Back to Ragged Top Peak
Upon leaving the "paved" portion of Silverbell Road, we drive about 4 miles on good dirt before making a left turn onto a very narrow road. I should have designated how far onto the road we were to park and meet because when we arrived, our group's cars were lined up, stuck. It wasn't long before we got it sorted, cars pulled to the side and were good to go.
The first mile is a mild bushwhack across the slopes of the Silverbell Mountains on our way to Ragged Top peak. There is no trail through here, just spot the north gully, which provides access to the base of the peak and wind our way through the obstacles. Then.....
....it becomes steep, really steep in places. A hiking pole is both a help and a hinderance. We are following a social trail which means it's not maintained, just enough people have hiked through to establish a faint, foot worn path. Well, where foot traffic could create a path.
We slog our way upwards and everyone seemed to enjoy surmounting the many challenges. At last, our destination comes into view. Was it worth it?.....
.....yes! Jaws drop, cameras are pulled and we all take images of what we see.
Beautiful but our work is not yet done. We make a left and climb steeply until.....
....we reach the peak. Catherine balances herself over the final pitch with Silverbell Mine in the distance. Previously, I stated the mine was no longer a working mine but it was restarted a few years ago. In addition to copper, the yields of gold, silver, zinc, lead and molybdenum, over time, is impressive.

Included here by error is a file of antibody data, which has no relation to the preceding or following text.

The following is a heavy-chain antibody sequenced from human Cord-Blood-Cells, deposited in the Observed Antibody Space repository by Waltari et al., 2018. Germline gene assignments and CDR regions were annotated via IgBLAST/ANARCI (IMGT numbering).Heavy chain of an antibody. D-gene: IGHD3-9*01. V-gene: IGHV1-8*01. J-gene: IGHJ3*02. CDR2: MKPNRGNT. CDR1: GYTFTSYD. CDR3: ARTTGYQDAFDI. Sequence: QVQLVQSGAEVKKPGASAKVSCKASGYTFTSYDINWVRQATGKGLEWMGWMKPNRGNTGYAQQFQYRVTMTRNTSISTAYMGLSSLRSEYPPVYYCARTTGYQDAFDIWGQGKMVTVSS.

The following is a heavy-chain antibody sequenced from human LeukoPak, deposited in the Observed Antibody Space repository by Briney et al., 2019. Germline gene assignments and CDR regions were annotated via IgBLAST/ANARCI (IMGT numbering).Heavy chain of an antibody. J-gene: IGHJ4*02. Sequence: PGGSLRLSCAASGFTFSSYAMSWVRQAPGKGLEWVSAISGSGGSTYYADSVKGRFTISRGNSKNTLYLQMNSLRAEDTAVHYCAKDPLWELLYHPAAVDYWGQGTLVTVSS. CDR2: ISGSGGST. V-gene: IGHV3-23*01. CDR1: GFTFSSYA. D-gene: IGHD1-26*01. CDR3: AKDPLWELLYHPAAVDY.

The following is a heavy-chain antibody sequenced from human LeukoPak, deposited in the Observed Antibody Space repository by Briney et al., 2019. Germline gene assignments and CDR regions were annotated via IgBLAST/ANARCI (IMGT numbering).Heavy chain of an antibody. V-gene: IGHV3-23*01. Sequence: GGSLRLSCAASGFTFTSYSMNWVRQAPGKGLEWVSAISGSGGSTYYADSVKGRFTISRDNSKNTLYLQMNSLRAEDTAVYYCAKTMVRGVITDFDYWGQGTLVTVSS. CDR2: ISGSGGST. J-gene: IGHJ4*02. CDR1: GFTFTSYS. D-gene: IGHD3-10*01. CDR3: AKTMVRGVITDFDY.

We arrive at the barren peak, drop our packs and celebrate our accomplishment as.....
....Nancy and Peter, two new members to our hikes, arrive.
We sign the peak register, eat snacks, hydrate and....
....enjoy the magnificent views. The comfort of the break must eventually end so....
......Amy demonstrates the down climb technique, referred to as "5 Point Hiking".
There is a large population of bighorn sheep in these mountains and I frequently scanned the adjoining peaks and crags but no luck spotting any.
I was leading the way down, heard a yelp or two and watched as everyone gathers around Amy to watch or assist in the removal of cactus needles from her leg. The jumping cholla had snagged yet another victim. After a brief pause, we got going again and renew our descent, which is necessarily slow. We reach the bottom of the gully with relief and....
....march across the slopes where we find a good example of a rare, crested saguaro. Our hike ends with around 2000' of climbing and 4 miles.
Leave a Reply.